Once again, the world of employer-provided benefits is swirling with confusion because of an additional guidance the Internal Revenue Service released on Feb. 18.
First and foremost, know that if you are a ClaimLinx member, your plan meets the ACA requirements. ClaimLinx is constantly partnered with tax attorneys to be absolutely certain we understand any new information so that if adjustments need to be made to your company plan, we can do so immediately.
What this notice is all about:
IRS Notice 2015-17 concerns employer payment plans and their compliance with the Affordable Care Act’s requirements for group health plans.
In this case, employer payment plans refers to those group health plans in which employers set an annual limit for health insurance premium and reimburse employees for an individual health insurance plan, until he or she reaches that limit.
This was a common practice in the past, for those companies that could not afford to provide a traditional group health plan purchased from an insurance company. However, the ACA now requires that all group plans have no annual or lifetime benefit limits. Therefore, this strategy for a group plan does not meet the requirements of the ACA market reforms and would involve the employer paying a tax penalty, under Internal Revenue Code § 4980D.
Why this can be misleading about your plan:
Unfortunately, the IRS guidance does not specifically make distinctions about the type of employer payment plans it is referring to, so many employers with non-traditional benefits strategies, like clients of ClaimLinx, have been concerned by its general release.
The ClaimLinx strategy for purchasing benefits does not include setting a specific annual limit on health care premium. Instead, the employer purchases an individual plan for the employee, sets an employee contribution level and supplements any remaining benefits through the secondary Medical Expense Reimbursement Plan.
How your group plan meets ACA requirements:
A group health plan’s level of compliance with ACA requirements refers to its fulfillment of certain new market reforms. The law now requires that all plans include the following provisions:
— There are no annual or lifetime benefit limits
— No one is denied coverage because of a preexisting condition
— The ten essential benefits are covered
Meeting these requirements can be done in a number of ways, including purchasing a traditional group plan through an insurance carrier, purchasing individual plans on the marketplace, purchasing individual plans through an insurance carrier or even completely self-funding the benefits.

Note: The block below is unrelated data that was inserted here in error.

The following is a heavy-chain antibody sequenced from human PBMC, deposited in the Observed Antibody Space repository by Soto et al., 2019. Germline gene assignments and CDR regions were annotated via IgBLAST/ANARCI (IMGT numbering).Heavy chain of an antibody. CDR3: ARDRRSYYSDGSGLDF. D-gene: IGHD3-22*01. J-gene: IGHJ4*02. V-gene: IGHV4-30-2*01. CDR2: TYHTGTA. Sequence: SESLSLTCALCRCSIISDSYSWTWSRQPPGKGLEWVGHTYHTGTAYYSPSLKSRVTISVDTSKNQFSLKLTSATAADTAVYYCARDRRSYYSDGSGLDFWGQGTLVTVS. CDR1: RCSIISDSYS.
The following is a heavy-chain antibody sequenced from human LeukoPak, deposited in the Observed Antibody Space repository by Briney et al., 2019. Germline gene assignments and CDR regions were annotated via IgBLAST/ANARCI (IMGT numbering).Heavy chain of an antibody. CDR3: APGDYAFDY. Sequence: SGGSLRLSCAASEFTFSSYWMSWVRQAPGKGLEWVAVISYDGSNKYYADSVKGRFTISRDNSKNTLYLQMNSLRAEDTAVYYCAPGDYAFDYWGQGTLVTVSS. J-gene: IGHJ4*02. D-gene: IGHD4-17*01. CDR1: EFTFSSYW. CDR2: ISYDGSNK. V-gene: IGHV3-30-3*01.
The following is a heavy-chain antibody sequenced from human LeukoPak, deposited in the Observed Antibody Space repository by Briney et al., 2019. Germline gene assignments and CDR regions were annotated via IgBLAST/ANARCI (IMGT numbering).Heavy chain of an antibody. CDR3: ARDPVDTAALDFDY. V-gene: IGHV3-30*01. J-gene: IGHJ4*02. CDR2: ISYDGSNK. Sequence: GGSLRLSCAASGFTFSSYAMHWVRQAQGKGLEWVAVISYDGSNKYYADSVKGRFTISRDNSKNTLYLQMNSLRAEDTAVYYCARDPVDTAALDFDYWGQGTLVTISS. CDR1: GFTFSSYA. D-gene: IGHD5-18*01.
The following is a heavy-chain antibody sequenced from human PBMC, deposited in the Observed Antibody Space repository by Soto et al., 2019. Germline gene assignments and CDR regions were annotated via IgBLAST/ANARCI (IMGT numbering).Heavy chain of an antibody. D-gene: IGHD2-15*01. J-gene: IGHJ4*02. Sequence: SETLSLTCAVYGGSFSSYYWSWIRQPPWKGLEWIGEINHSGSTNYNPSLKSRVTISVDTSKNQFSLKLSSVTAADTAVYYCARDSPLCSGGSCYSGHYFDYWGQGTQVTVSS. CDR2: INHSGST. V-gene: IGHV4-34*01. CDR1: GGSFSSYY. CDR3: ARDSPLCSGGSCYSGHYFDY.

As a ClaimLinx client, you know we have found the most cost-effective way of providing group benefits is to purchase high-deductible individual plans or one high-deductible group plan and then add any extra benefits through a Medical Expense Reimbursement Plan.
It is clear, in studying the actual requirements within the Affordable Care Act, that this strategy for purchasing benefits complies with the market reforms and would not incur tax penalties from the IRS.
Additionally, the IRS specifically acknowledges in Notice 2013-54, referenced in the most recent guidance, that employer payment plans do qualify as group health plans, as long as they fulfill the market reforms.
“A group health plan, such as an employer payment plan, that reimburses an employee’s substantiated individual insurance policy premiums must satisfy the market reforms for group health plans.”
Therefore, as long as your group plan continues to follow the market reforms, there can be no problems or challenges to your compliance with the law.
How to decipher guidance in the future:
As the ACA continues to change and evolve, we can guarantee there will be more misleading guidance that will be released from the IRS, Department of Labor, Department of Treasury and other government bodies.
When guidance is released, it is important to remember it is sent to the general public indiscriminately, whether it applies to how you purchase your benefits or not. It can be especially frightening for businesses that do not have traditional group plans purchased directly from insurance companies, but this does not automatically mean that your plan is not meeting ACA requirements.
It’s also important to note guidance and notices released from these government organizations are interpretations and/or applications and are not directly associated with the law itself. As the IRS states, “in its role in administering the tax laws enacted by the Congress, the IRS must take the specifics of these laws and translate them.” For this reason, it is important to always reference the actual law, rather than exclusively depending on guidance and FAQs.
If you have more questions regarding your company’s compliance with the ACA requirements, please email email@example.com.